Against the recommendation of its own advisors (who voted 11-2 in December not to approve the drug), the U.S. Food and Drug Administration approved a new high-dose narcotic painkiller, a drug that the FDA concedes has a high risk for abuse and one which was using a method that critics say may give the drug the appearance of greater efficacy.

Zohydro ER will be the first hydrocodone-only opioid, and it will come in doses packing five to 10 times more heroin-like narcotic than traditional hydrocodone products such as Vicodin that combine hydrocodone with over-the-counter pain relievers such as acetaminophen or ibuprofen.

Though the narcotic in Zohydro ER is designed to be released slowly over 12 hours, pleasure seekers will be able to crush it, chew it or mix it with alcohol to unleash its full punch at once. That abuse potential would have been blunted if the FDA required that the drug be formulated with abuse-prevention technology -- a process the FDA has publicly backed, but did not require in this case.

Tthe FDA concluded that the benefits of Zohydro outweighed its risks and that data show it is safe and effective for round-the-clock use. Its label will have prominent warnings about abuse. The label will urge prescribers to monitor patients for addiction or misuse.

But during the FDA advisory committee hearing last December, a company official said an abuse-deterrent formulation of the drug was only in early development and was "several years away from the market."

Friday's approval of Zohydro is the latest action by the agency, which recently has been the target of claims that it is too friendly toward the opioid industry. And it comes follows closely complaints that the FDA had not done enough over the years to curtail the booming overuse of opioids.

The U.S. already consumes 99% of the hydrocodone used in the world.

Posted: 10/29/2013 12:25:00 PM

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Suboxone: The New Drug Epidemic?

From the National Pain Report:

A drug increasingly being used to treat opioid addiction may be fueling a new epidemic of diversion, overdose, addiction and death in the United States.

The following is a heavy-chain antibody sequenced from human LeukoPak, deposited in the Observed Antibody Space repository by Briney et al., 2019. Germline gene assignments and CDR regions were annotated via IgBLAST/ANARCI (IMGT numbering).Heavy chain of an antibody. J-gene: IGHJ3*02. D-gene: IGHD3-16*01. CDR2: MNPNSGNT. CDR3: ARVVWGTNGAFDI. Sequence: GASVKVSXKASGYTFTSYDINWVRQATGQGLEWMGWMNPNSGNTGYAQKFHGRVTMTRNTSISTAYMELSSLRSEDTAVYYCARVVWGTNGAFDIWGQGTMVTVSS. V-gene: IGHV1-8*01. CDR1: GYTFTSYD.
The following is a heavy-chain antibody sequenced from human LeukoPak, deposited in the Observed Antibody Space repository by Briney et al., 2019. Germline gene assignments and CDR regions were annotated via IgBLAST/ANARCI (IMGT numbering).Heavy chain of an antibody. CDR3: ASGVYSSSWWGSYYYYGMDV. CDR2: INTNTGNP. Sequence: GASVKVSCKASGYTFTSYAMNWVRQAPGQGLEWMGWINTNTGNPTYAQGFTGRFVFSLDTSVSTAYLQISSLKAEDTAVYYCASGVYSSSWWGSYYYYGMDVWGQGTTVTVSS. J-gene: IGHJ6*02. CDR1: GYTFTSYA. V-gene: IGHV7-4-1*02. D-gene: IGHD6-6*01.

The drug’s name is buprenorphine, but it is more widely known by its brand name – Suboxone – which for many years was sold exclusively by Reckitt-Benckiser, a British pharmaceutical company. Since Reckitt’s patent on Suboxone expired in 2012, several other drug makers have rushed to introduce their own formulations – hoping to grab a share of the $1.5 billion market for Suboxone in the U.S.

Two generic versions of buprenorphine were introduced earlier this year. And this month a Swedish drug maker began selling a menthol flavored tablet – called Zubsolv – that is designed to mask the bitter taste of buprenorphine. Other formulations of the drug include a film strip that dissolves under the tongue and a buprenorphine skin patch. One company is even developing a buprenorphine implant to be inserted under the skin.

“This is insanity,” says Percy Menzies, a pharmacist and addiction expert. “Buprenorphine is one of the most abused pharmaceuticals in the world.”

Buprenorphine is a narcotic, a powerful and potentially addicting painkiller that was first approved as a treatment for opioid addiction in the U.S. in 2002. When combined with naloxone to make Suboxone, the two drugs can be used to help wean addicts off opioids such as heroin, Vicodin, OxyContin, and hydrocodone. Naloxone blocks opioid receptors in the brain and central nervous system.

Over three million Americans with opioid dependence have been treated with Suboxone. Although praised by addiction experts as a tool to wean addicts off opioids, some are fearful the drug is overprescribed and misused.

A report by the Substance Abuse and Mental Health Services Administration (SAMHSA) found a ten-fold increase in the number of emergency room visits involving buprenorphine. Over half of the 30,000 hospitalizations in 2010 were for non-medical use of buprenorphine.

How many died from buprenorphine overdoses is unknown, because medical examiners and coroners do not routinely test for the drug.

The problem with Suboxone, according to Menzies, is that many addicts have learned they can use the medication, not to treat their addiction, but to maintain it. Suboxone won’t get them “high” but it will help them smooth out withdrawal symptoms between highs.

Suboxone is so popular with addicts that it has turned into a street drug – to be bartered or exchanged for money, heroin or other illegal drugs. According to one estimate, about half of the buprenorphine obtained through legitimate prescriptions is either being diverted or used illicitly.

Posted: 9/24/2013 10:22:00 AM